I get it. Nearly two years ago, my baby cousin got married, just two days after I got my prescription for my anxiety meds. The first day on them was OK, but it was a pretty normal day. When I woke up and got dressed for his wedding, I was full of the “normal” anxiety I had before anything like that. They didn’t really want you to participate in the wedding. They only asked because they felt sorry for you. You better not embarrass them. Or yourself. There will be hundreds of people there. Just think of how fat you are compared to all the rest of the people who will be on stage. I took a pill as the personal berating I was accustomed to continued.
On the way to the wedding, it got quieter. It was like I forgot to hate myself, forgot to be fearful of judgment. By the time it started, I wasn’t thinking about me, I was thinking about how grown up he is, and how happy he looked. By the time I got to the reception, I was a “me” I didn’t know existed anymore. I wasn’t afraid to talk to the people I’ve known all my life. I didn’t hold my breath when I considered approaching someone. I danced (terribly). I had forgotten that life could be like that.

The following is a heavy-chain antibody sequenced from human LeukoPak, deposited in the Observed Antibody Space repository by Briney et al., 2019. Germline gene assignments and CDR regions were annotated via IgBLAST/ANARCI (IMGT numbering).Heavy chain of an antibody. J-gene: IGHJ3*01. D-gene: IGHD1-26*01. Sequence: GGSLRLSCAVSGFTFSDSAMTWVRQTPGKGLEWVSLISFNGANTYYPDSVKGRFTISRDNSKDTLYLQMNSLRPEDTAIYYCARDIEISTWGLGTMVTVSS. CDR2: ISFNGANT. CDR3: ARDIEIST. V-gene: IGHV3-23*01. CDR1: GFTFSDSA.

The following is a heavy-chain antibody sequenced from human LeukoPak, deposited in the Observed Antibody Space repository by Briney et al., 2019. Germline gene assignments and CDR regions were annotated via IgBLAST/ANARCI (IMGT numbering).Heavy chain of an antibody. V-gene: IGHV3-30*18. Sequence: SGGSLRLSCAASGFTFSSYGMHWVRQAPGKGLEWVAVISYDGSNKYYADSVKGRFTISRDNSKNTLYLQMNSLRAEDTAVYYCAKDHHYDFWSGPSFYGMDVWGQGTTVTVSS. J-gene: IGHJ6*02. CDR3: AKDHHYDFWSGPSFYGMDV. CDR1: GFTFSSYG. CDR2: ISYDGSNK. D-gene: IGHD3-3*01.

There are days that still suck. When hours last eternities. Moments when I forget all my coping options and start to close in on myself. But thanks to professionals and the occasional (appropriate) pharmaceutical, good days happen, too. Hours that are so much fun that I wish they wouldn’t end.